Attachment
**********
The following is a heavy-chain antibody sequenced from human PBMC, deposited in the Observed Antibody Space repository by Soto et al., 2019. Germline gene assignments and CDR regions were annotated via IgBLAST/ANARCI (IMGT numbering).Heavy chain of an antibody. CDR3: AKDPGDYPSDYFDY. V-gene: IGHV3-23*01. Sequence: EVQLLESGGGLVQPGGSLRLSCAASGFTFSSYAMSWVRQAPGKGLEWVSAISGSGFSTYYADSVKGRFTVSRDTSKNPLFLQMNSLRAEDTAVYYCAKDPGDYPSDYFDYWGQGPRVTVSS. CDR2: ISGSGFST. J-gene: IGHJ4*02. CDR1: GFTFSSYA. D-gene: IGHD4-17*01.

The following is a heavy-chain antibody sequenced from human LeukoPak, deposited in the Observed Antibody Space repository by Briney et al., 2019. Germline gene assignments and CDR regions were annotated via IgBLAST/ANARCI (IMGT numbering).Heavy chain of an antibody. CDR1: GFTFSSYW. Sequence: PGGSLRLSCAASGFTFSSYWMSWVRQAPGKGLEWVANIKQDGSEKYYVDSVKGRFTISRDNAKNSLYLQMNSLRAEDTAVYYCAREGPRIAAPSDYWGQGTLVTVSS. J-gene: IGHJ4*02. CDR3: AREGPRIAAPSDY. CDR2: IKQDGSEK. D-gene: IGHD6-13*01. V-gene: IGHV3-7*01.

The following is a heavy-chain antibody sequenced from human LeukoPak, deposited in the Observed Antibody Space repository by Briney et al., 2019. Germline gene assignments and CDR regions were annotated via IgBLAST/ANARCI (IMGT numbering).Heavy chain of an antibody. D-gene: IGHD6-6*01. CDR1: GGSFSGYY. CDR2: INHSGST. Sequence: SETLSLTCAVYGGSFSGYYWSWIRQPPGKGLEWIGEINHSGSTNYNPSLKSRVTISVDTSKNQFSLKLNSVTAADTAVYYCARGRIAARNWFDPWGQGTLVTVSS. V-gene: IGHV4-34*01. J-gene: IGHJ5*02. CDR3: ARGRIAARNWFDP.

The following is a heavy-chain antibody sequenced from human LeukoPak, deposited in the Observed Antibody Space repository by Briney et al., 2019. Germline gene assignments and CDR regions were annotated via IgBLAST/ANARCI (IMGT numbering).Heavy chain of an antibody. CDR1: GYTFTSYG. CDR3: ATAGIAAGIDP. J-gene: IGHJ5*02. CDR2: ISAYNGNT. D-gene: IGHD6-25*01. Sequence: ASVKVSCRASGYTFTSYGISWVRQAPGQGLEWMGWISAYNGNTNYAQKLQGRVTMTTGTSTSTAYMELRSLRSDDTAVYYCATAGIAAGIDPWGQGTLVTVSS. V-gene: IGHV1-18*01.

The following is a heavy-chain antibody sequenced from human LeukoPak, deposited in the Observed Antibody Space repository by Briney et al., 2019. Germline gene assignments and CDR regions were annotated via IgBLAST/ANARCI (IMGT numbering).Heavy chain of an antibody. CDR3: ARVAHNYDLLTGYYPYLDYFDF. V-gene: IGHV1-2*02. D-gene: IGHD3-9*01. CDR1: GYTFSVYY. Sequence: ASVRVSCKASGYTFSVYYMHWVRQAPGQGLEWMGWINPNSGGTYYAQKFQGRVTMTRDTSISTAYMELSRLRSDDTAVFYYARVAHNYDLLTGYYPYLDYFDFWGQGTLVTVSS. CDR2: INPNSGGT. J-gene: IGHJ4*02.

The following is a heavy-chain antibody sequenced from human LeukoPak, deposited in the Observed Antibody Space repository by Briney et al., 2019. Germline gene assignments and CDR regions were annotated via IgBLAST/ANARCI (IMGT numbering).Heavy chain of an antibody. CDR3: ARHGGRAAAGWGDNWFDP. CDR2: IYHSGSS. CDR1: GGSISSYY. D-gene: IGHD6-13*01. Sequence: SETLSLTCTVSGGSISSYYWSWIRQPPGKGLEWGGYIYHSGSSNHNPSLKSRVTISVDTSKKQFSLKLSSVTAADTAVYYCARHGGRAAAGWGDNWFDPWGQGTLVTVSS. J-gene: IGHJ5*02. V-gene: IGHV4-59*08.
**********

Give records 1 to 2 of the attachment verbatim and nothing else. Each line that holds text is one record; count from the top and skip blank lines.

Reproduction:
The following is a heavy-chain antibody sequenced from human PBMC, deposited in the Observed Antibody Space repository by Soto et al., 2019. Germline gene assignments and CDR regions were annotated via IgBLAST/ANARCI (IMGT numbering).Heavy chain of an antibody. CDR3: AKDPGDYPSDYFDY. V-gene: IGHV3-23*01. Sequence: EVQLLESGGGLVQPGGSLRLSCAASGFTFSSYAMSWVRQAPGKGLEWVSAISGSGFSTYYADSVKGRFTVSRDTSKNPLFLQMNSLRAEDTAVYYCAKDPGDYPSDYFDYWGQGPRVTVSS. CDR2: ISGSGFST. J-gene: IGHJ4*02. CDR1: GFTFSSYA. D-gene: IGHD4-17*01.

The following is a heavy-chain antibody sequenced from human LeukoPak, deposited in the Observed Antibody Space repository by Briney et al., 2019. Germline gene assignments and CDR regions were annotated via IgBLAST/ANARCI (IMGT numbering).Heavy chain of an antibody. CDR1: GFTFSSYW. Sequence: PGGSLRLSCAASGFTFSSYWMSWVRQAPGKGLEWVANIKQDGSEKYYVDSVKGRFTISRDNAKNSLYLQMNSLRAEDTAVYYCAREGPRIAAPSDYWGQGTLVTVSS. J-gene: IGHJ4*02. CDR3: AREGPRIAAPSDY. CDR2: IKQDGSEK. D-gene: IGHD6-13*01. V-gene: IGHV3-7*01.